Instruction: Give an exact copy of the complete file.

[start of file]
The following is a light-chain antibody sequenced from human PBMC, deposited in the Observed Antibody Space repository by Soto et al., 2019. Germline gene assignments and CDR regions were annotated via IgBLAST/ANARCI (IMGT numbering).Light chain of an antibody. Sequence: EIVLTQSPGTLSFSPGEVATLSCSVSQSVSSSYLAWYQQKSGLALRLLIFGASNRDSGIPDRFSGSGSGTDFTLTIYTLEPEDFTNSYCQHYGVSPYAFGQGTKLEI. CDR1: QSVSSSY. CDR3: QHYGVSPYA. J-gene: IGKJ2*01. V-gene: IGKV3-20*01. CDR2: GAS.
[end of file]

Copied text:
The following is a light-chain antibody sequenced from human PBMC, deposited in the Observed Antibody Space repository by Soto et al., 2019. Germline gene assignments and CDR regions were annotated via IgBLAST/ANARCI (IMGT numbering).Light chain of an antibody. Sequence: EIVLTQSPGTLSFSPGEVATLSCSVSQSVSSSYLAWYQQKSGLALRLLIFGASNRDSGIPDRFSGSGSGTDFTLTIYTLEPEDFTNSYCQHYGVSPYAFGQGTKLEI. CDR1: QSVSSSY. CDR3: QHYGVSPYA. J-gene: IGKJ2*01. V-gene: IGKV3-20*01. CDR2: GAS.